My first blisters and a calf strain crept up on me on day fourteen. After limping for a couple of hours I took refuge at a shop, which also doubled up as the local cafe. The only other shop in town was a pharmacy. A Belgian girl with dark cropped hair, taking a rest offered me a roll of cotton bandage, suggesting I tie it around my calf for support. Though the look of doubt in her blue eyes mirrored my thoughts – that time out for a couple of days would be the only cure. I handed her back the roll and hobbled over to the pharmacy, thinking I’d end up asking where the nearest hotel was. But in there I found Arnica – in fact arnica gel. I’ve never quite understood the virtues of homeopathic medicine, but this was the camino and miracles happen no?
Yes they do! Within a few hours of walking the ache in my leg subsided and I was tackling the flat but endless Meseta – two days of agricultural wilderness. It was in the heat of the Meseta that I met Carol. A middle-aged mother she was unassuming and spoke with a soft southern accent. After an hour or so of walking together Carol looked to her brother-in-law Al, whom I only then noticed was carrying her backpack in addition to his own. She said, “I originally wanted to come alone but my family insisted on joining me.” Carol was terminally ill, and she explained her family from different parts of the USA were joining her along various parts of the trip.

The times I chose to be alone were when I met the locals. One morning an old man with a round grey stubble face, shaded under a baseball cap, and riding an old blue bicycle stopped and said, “lehagano”, when he spotted me eyeing the bunches of herbs strapped to his bike. When he realised I didn’t understand he propped the bike against a stone wall and handed me a bunch to smell. It was the same smell that had wafted across the green fields earlier, it was oregano. It pays to learn a little Spanish because I was able to answer his questions of: where was I from and where was I heading that day. I said the village of Rabanal, and he suggested I should rest there a while – explaining it was the last village before the climb to the highest point of the journey in the Montes de León.

In Rabanal I re-grouped with ‘The Team’ and Angelita, or “El Capo” (The Boss), which we now fondly referred to her as. I’d been walking on and off with The Team throughout the journey; and that night in the kitchen of an albergue overlooking the main street of the frontier looking town, another Italian, Luca (El Matador) cooked “el dente” pasta and sauce for the ten of us.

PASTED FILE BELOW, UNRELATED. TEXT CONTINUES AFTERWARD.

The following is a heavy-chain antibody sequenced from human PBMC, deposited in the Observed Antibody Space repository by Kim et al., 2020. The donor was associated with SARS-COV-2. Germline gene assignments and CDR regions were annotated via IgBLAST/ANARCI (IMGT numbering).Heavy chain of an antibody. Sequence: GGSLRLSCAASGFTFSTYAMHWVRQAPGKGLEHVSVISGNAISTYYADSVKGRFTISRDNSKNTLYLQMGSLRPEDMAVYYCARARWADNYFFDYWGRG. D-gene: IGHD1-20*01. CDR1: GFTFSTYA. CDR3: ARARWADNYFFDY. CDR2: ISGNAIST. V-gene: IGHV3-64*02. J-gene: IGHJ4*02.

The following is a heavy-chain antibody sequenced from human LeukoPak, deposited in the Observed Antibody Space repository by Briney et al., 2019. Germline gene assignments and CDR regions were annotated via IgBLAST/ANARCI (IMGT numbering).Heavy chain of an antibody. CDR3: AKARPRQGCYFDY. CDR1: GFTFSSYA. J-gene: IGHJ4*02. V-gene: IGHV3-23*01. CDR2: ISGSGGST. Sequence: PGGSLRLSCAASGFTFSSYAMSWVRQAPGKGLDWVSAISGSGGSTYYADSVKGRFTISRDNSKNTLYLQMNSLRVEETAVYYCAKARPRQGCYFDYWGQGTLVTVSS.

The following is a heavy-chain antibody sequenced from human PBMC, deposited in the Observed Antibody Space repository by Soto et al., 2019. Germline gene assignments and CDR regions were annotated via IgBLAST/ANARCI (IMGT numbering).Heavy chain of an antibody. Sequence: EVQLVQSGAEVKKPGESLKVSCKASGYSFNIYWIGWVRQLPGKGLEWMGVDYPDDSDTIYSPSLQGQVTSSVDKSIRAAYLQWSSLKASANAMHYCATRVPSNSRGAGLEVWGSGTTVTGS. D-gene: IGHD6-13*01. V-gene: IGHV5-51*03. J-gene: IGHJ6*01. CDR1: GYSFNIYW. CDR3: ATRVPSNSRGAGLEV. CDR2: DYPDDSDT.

By the time we reached Santiago some 150 miles later I’d learnt all The Team’s stories; although Federico (El Toro), the fourth Italian in the gang was silent about his until just before the end. We were standing in a meadow our ears attune to the sounds of the wind across the tree tops and rushing water of a shallow stream, and eyes sharp on a robin stretching its legs on the rails of a wooden bridge. And after the sounds of silence Federico opened up. His mother had recently died after a battle with Parkinson’s disease and his father had also died before his time. In 2009 Federico’s house was damaged by an earthquake that devastated the region of Abruzzo, and a few months before he set out on the Camino, his electrician’s job was killed by the financial crisis. But he spoke peacefully and added, “walk slowly, slowly,” which I think he meant as a metaphor for life.
Arriving in Santiago it seemed my world of people from the last four weeks, were all in attendance at the Pilgrim’s mass. And as I sat silently with The Team I knew I hadn’t found god or salvation but I did feel slightly different. Of course I was elated, but what I felt was a deep feeling of companionship. This was unexpected given we’d all soon be going our separate ways; and my solo journey across Europe and escape from corporate life was still in its infancy.

If you’ve walked The Way of St. James or contemplating it, please feel free to share your thoughts in the Comments section below…

Comments 2

  1. The Camino does not change you but it shows you the way to yourself.

    On my way I found a stone beautifully painted with the words:
    “Let the wisdom of uncertainty guide you.”

    I hiked it in two parts last year and this year and arrived in Santiago on Good Friday. It was the day I handed in my resignation for my current job, realising I had to walk a new path in my life, trusting it would work out and it does 🙂

    1. Post
      Author

      Stephanie, thanks for sharing your thoughtful comments, definitely food for thought. It’s inspiring to know you were brave enough to walk a new path – you’ve already taken the hardest steps.
      Buen Camino!
      Stephen